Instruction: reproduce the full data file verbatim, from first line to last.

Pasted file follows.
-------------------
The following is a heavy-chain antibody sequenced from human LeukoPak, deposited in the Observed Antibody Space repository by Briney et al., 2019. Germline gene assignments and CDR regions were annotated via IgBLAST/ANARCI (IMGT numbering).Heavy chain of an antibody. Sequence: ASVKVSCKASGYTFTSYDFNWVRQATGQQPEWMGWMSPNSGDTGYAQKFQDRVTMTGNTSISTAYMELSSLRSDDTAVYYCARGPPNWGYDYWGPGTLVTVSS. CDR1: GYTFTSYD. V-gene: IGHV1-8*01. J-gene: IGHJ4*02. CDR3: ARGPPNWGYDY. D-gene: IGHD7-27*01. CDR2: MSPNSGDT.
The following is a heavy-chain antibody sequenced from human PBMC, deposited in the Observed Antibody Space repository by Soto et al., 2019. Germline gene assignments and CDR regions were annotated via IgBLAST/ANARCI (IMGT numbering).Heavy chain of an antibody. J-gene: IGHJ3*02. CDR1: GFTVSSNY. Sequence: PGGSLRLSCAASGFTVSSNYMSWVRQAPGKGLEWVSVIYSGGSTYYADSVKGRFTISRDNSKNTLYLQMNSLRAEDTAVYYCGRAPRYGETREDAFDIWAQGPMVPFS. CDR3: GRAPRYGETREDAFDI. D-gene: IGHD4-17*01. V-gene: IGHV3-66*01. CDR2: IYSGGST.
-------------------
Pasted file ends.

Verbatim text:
The following is a heavy-chain antibody sequenced from human LeukoPak, deposited in the Observed Antibody Space repository by Briney et al., 2019. Germline gene assignments and CDR regions were annotated via IgBLAST/ANARCI (IMGT numbering).Heavy chain of an antibody. Sequence: ASVKVSCKASGYTFTSYDFNWVRQATGQQPEWMGWMSPNSGDTGYAQKFQDRVTMTGNTSISTAYMELSSLRSDDTAVYYCARGPPNWGYDYWGPGTLVTVSS. CDR1: GYTFTSYD. V-gene: IGHV1-8*01. J-gene: IGHJ4*02. CDR3: ARGPPNWGYDY. D-gene: IGHD7-27*01. CDR2: MSPNSGDT.
The following is a heavy-chain antibody sequenced from human PBMC, deposited in the Observed Antibody Space repository by Soto et al., 2019. Germline gene assignments and CDR regions were annotated via IgBLAST/ANARCI (IMGT numbering).Heavy chain of an antibody. J-gene: IGHJ3*02. CDR1: GFTVSSNY. Sequence: PGGSLRLSCAASGFTVSSNYMSWVRQAPGKGLEWVSVIYSGGSTYYADSVKGRFTISRDNSKNTLYLQMNSLRAEDTAVYYCGRAPRYGETREDAFDIWAQGPMVPFS. CDR3: GRAPRYGETREDAFDI. D-gene: IGHD4-17*01. V-gene: IGHV3-66*01. CDR2: IYSGGST.